Telepsychiatry app LARKR launches with multi-user sessions, counseling for minors

By Dave Muoio
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Mental health-focused video consultation platform LARKR has launched in the Apple App Store. The service employs state-certified therapists across the country, and supports multi-user, multi-location conferences to enable group therapy sessions.

“When I learned of the massive void leaving 60 percent of the 50 million Americans who suffer from mental illness without care, I felt compelled to create a practical and effective solution,” CEO and cofounder Shawn Kernes, who previously held positions in StubHub and eBay, said in a statement. “LARKR breaks through roadblocks to care by providing meaningful therapy for anyone who needs it, at the moment they need it, even if they live in a remote area with no local therapists.”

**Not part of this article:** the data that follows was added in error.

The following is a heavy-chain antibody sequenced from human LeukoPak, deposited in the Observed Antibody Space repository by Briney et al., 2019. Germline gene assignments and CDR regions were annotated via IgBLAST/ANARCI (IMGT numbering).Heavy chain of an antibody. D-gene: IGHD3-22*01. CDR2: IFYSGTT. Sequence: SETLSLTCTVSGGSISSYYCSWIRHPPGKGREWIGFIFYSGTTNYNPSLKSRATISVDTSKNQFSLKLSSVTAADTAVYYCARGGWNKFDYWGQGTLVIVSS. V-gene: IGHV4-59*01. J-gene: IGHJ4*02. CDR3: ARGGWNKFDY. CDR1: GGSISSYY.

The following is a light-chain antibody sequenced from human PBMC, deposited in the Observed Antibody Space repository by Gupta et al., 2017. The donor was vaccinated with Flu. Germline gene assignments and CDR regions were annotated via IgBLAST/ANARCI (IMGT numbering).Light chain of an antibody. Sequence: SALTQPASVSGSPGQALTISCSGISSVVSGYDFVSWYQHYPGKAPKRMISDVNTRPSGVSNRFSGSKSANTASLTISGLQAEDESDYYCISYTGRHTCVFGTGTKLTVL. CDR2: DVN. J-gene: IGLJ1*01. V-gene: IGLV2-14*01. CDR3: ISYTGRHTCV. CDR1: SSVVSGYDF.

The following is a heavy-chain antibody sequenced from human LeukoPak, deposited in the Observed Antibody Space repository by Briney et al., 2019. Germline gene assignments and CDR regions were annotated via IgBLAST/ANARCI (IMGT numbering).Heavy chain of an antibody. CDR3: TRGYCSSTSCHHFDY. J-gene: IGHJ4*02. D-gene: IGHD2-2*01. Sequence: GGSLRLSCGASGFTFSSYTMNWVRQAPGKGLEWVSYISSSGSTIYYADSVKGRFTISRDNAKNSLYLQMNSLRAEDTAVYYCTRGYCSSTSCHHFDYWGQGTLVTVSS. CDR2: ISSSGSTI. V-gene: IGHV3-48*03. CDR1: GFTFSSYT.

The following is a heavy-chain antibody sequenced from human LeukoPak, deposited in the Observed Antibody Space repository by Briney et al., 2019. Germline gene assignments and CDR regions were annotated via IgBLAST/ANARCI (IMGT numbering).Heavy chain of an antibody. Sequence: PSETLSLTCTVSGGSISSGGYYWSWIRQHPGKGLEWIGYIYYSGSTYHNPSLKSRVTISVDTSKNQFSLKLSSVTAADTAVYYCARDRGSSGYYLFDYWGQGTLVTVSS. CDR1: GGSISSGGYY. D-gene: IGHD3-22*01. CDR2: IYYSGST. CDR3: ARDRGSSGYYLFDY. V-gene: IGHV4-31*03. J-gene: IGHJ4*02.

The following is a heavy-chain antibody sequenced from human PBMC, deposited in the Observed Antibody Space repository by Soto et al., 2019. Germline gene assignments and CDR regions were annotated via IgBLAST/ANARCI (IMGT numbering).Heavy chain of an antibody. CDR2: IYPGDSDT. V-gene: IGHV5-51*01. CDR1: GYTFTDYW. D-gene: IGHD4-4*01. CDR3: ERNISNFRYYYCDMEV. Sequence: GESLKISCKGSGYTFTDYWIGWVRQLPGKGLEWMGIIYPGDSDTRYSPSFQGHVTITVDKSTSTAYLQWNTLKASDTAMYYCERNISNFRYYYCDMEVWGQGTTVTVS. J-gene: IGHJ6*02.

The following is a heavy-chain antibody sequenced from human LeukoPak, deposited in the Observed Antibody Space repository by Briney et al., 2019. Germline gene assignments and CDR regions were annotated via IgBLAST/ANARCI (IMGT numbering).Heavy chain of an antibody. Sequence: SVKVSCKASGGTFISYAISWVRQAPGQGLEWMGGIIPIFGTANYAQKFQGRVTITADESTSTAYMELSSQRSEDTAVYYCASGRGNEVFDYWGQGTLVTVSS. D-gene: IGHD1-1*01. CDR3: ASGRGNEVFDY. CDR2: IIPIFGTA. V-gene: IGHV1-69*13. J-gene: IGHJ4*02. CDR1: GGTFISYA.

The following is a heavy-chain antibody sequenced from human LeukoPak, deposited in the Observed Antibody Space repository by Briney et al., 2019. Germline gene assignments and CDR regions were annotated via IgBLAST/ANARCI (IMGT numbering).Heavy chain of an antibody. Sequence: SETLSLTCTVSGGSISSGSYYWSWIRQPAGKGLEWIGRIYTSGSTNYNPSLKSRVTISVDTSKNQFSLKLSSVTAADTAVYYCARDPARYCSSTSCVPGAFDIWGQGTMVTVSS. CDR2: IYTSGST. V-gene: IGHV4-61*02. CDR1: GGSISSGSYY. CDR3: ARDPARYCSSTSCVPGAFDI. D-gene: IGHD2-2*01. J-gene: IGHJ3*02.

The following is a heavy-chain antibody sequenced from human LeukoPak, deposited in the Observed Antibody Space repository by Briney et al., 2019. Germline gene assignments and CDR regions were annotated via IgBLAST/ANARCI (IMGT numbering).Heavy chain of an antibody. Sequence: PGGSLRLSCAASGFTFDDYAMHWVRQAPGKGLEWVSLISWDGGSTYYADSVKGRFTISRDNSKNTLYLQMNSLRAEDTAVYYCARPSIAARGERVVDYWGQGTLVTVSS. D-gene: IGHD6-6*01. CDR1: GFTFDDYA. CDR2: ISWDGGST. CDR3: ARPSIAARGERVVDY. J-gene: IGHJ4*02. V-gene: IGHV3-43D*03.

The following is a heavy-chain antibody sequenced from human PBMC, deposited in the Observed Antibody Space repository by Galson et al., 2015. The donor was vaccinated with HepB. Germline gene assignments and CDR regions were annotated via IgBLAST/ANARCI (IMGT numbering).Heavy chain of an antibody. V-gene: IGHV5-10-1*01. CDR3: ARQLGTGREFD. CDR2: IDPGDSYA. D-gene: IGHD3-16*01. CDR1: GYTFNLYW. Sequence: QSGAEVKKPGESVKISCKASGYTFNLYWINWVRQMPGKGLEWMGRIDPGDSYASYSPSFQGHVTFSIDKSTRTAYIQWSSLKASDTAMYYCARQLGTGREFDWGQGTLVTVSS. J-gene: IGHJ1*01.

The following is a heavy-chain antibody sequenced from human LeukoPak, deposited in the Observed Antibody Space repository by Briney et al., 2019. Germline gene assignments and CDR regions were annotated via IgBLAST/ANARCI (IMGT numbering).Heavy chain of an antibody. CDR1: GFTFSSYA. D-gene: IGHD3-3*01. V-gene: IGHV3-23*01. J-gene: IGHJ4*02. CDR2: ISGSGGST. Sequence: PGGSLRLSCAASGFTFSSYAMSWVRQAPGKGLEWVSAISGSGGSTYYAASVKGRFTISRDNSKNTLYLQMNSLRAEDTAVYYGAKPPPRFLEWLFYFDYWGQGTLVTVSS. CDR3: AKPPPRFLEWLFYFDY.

After downloading the app and answering a few questions, LARKR users can access 50-minute live therapy sessions on-demand for a flat fee of $85 per session. Along with pick-up sessions, users can schedule recurring sessions from the same therapist without minimum commitments, monthly subscription plans, or other more involved payment systems. The developers noted in the statement that LARKR is currently seeking an additional 10,000 qualified mental health specialists from all 50 states for employment in its budding service.

LARKR’s platform is fully HIPAA compliant, and is staffed by confirmed licensed therapists. Along with multi-user sessions, the service also supports consultations with patients under the age of 18 years.

While LARKR is making mental health the primary focus of its platform, several of the telehealth programs already active in the US offer behavioral care within their suite of services. For instance, MDLive announced this February that its network of more than 1,300 mental health professionals are now able to offer care within all 50 states. More recently, AbleTo secured $36.6 million in financing to scale its behavioral health coaching and therapy platform to more large national health plans and employers. Attention to behavioral telehealth also seems to be growing among regulators, with a recently released report noting an increase in states’ legislation specifically focused on this area of remote care since last year.